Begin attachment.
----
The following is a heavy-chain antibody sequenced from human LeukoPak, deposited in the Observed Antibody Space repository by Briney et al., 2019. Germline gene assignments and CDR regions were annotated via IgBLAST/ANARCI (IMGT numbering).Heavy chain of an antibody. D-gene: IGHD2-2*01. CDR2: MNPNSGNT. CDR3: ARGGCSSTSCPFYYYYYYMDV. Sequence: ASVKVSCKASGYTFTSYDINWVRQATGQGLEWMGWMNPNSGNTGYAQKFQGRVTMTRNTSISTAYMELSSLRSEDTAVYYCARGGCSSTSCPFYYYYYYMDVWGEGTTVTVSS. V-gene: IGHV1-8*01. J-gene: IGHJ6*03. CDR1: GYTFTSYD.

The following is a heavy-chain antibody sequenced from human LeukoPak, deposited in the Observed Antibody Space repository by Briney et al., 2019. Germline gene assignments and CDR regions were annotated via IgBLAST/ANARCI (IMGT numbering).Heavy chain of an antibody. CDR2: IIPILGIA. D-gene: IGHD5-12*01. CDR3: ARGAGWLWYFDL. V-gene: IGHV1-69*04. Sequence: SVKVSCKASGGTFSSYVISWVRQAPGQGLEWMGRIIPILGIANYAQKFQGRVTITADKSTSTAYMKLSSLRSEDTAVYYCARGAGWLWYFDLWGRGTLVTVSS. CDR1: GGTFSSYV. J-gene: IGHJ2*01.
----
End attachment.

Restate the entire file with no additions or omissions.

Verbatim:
The following is a heavy-chain antibody sequenced from human LeukoPak, deposited in the Observed Antibody Space repository by Briney et al., 2019. Germline gene assignments and CDR regions were annotated via IgBLAST/ANARCI (IMGT numbering).Heavy chain of an antibody. D-gene: IGHD2-2*01. CDR2: MNPNSGNT. CDR3: ARGGCSSTSCPFYYYYYYMDV. Sequence: ASVKVSCKASGYTFTSYDINWVRQATGQGLEWMGWMNPNSGNTGYAQKFQGRVTMTRNTSISTAYMELSSLRSEDTAVYYCARGGCSSTSCPFYYYYYYMDVWGEGTTVTVSS. V-gene: IGHV1-8*01. J-gene: IGHJ6*03. CDR1: GYTFTSYD.

The following is a heavy-chain antibody sequenced from human LeukoPak, deposited in the Observed Antibody Space repository by Briney et al., 2019. Germline gene assignments and CDR regions were annotated via IgBLAST/ANARCI (IMGT numbering).Heavy chain of an antibody. CDR2: IIPILGIA. D-gene: IGHD5-12*01. CDR3: ARGAGWLWYFDL. V-gene: IGHV1-69*04. Sequence: SVKVSCKASGGTFSSYVISWVRQAPGQGLEWMGRIIPILGIANYAQKFQGRVTITADKSTSTAYMKLSSLRSEDTAVYYCARGAGWLWYFDLWGRGTLVTVSS. CDR1: GGTFSSYV. J-gene: IGHJ2*01.